Picture IoT and edge computing as two friends: one, the IoT devices tirelessly collecting data, and the other, edge computing, the sharp-minded processor analyzing information on the spot. Together, they form a dynamic duo reshaping industries.  

But before we dive into how these two works together, let’s take a look at a simple explanation about IoT and edge computing. 

What is IoT?

The Internet of Things (IoT) is a technology that makes everyday electrically powered objects accessible and manageable from anywhere at any time. By modifying a small microcontroller and using particular communication protocols, we can transfer data between devices and our phones or PCs. 

Our daily lives are now more convenient and efficient because of this connectivity. For instance, wearable technology allows us to track our health, remotely operate household appliances, and even locate our pets with GPS-enabled collars. IoT has limitless potential that will only grow as technology develops. A “smart” house or office is a concept that is gaining popularity as more and more devices become connected. 

What is Edge Computing? 

Edge devices are physical hardware that can gather, process, and act upon data in nearly real-time with little assistance from other network nodes. They are equipped with sufficient memory, processing power, and computing resources. 

Edge computing is a distributed computing framework that brings enterprise applications closer to data sources such as IoT devices or local edge servers. This proximity to data at its source can deliver substantial business benefits, including faster insights, improved response times, and better bandwidth availability. 

Edge computing is a game changer for the IoT. This technology allows IoT devices to store and analyze data locally rather than merely transfer it to a centralized server. This can increase the efficiency of IoT devices and open the door to new devices and deployment schemes. 

How Does Edge Computing Impact IoT? 

A typical IoT system continuously sends, receives, and analyzes data in a feedback loop. Analytics can be performed in near real-time or over long periods and is often aided by artificial intelligence and machine learning to help get insights from massive data volumes. 

Edge computing involves moving computing, storage, and networking functions to or near the physical location of users or data sources. By moving computing services closer to these locations, users benefit from faster, more reliable services and a better user experience, and organizations can deploy new types of latency-sensitive applications. 

When combined with the IoT, edge computing allows organizations to flexibly deploy workloads on IoT hardware, improving performance and enabling new use cases, including low latency and high throughput data, that were not possible with traditional IoT. 

A smart thermostat is the closest example of an IoT device that uses edge computing. The smart thermostat can process the temperature of its surroundings; that process becomes one of the best uses of IoT and edge computing. 

As mentioned before, one of the main advantages of using edge computing in IoT devices like smart thermostats is the ability to make real-time decisions without relying on a centralized server. This can lead to faster response times and more efficient use of resources. Additionally, by processing data locally, edge devices can reduce the amount of data that needs to be transmitted to the cloud, resulting in lower latency and potentially reducing bandwidth costs. Overall, the combination of IoT and edge computing has the potential to revolutionize the way we interact with technology and the world around us.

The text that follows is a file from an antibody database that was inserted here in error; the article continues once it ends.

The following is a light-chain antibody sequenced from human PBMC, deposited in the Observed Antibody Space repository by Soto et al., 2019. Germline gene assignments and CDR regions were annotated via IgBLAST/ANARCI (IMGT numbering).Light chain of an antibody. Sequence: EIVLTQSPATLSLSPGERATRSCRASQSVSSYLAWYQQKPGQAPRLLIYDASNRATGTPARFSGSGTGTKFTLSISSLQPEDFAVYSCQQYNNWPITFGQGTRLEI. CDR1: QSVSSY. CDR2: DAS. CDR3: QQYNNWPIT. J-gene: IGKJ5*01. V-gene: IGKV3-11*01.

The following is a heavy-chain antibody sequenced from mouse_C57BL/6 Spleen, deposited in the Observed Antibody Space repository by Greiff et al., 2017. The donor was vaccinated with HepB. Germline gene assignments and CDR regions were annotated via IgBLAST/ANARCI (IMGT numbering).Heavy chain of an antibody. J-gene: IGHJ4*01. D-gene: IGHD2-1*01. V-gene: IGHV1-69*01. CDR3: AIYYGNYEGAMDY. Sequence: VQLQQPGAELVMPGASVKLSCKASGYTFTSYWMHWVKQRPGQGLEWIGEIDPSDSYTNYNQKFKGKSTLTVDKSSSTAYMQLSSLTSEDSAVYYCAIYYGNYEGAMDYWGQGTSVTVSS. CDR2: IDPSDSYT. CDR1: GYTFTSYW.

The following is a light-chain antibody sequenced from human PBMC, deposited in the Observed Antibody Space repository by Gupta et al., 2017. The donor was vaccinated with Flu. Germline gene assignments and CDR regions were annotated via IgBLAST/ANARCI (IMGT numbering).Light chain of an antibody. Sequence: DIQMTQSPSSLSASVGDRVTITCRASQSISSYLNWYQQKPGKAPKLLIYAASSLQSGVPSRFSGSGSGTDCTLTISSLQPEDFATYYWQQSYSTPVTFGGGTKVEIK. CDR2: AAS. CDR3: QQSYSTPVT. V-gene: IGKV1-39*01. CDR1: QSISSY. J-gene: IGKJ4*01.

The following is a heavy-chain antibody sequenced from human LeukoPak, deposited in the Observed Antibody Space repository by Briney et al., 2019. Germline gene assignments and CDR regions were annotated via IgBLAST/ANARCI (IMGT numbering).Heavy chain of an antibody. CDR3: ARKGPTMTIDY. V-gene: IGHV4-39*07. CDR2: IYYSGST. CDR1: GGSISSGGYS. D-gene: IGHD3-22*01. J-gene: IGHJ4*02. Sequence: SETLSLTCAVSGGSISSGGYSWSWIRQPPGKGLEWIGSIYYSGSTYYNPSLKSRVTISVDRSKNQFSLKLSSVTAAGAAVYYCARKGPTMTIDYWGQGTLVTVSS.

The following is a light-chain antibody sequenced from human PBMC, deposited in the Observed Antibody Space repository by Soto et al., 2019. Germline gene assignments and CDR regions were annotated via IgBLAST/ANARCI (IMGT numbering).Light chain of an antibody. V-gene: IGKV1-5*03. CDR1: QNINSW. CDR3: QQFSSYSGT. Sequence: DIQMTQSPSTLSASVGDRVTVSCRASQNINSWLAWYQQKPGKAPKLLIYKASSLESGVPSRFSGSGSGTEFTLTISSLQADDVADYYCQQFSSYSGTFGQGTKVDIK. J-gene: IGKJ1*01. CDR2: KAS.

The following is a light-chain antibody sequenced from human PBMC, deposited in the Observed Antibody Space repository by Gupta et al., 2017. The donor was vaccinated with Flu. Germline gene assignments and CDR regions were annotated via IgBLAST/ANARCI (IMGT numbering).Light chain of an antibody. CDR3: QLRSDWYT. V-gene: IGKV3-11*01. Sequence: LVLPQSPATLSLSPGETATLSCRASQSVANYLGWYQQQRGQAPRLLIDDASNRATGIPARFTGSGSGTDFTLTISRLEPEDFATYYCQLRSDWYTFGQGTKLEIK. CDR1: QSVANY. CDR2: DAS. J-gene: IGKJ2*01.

How Edge Computing Helps the Internet of Things 

Applications for the Internet of Things frequently function as monitoring systems that gather and evaluate data to make informed choices. IoT applications may process data hourly, daily, or in response to outside events. By bringing computing operations closer to the device, edge computing improves the Internet of Things by lowering latency and network traffic and enabling real-time insights. 

Small data packets are frequently sent by IoT devices back to a central administration platform for analysis. While this method functions effectively for specific applications, future networks will be overloaded with devices due to the anticipated expansion of IoT. By optimizing bandwidth, edge computing transfers only data intended for long-term storage to the central platform.  

For businesses with a large number of IoT devices, managing security is another significant concern. Attackers could carry out DDoS assaults by taking advantage of the vast number of connected devices. Although edge computing’s localized approach makes security management easier, it does not automatically offer more security than private clouds. For instance, it helps with data sovereignty and local data protection law compliance. 


In conclusion, the union of IoT and Edge Computing brings a new era of connectedness and intelligence. Edge Computing enables IoT devices to operate more efficiently, with lower latency and greater autonomy, by moving data processing and analysis closer to the source. They work together to pave the path for novel applications in various industries, revolutionizing how we interact with technology and our surroundings. 

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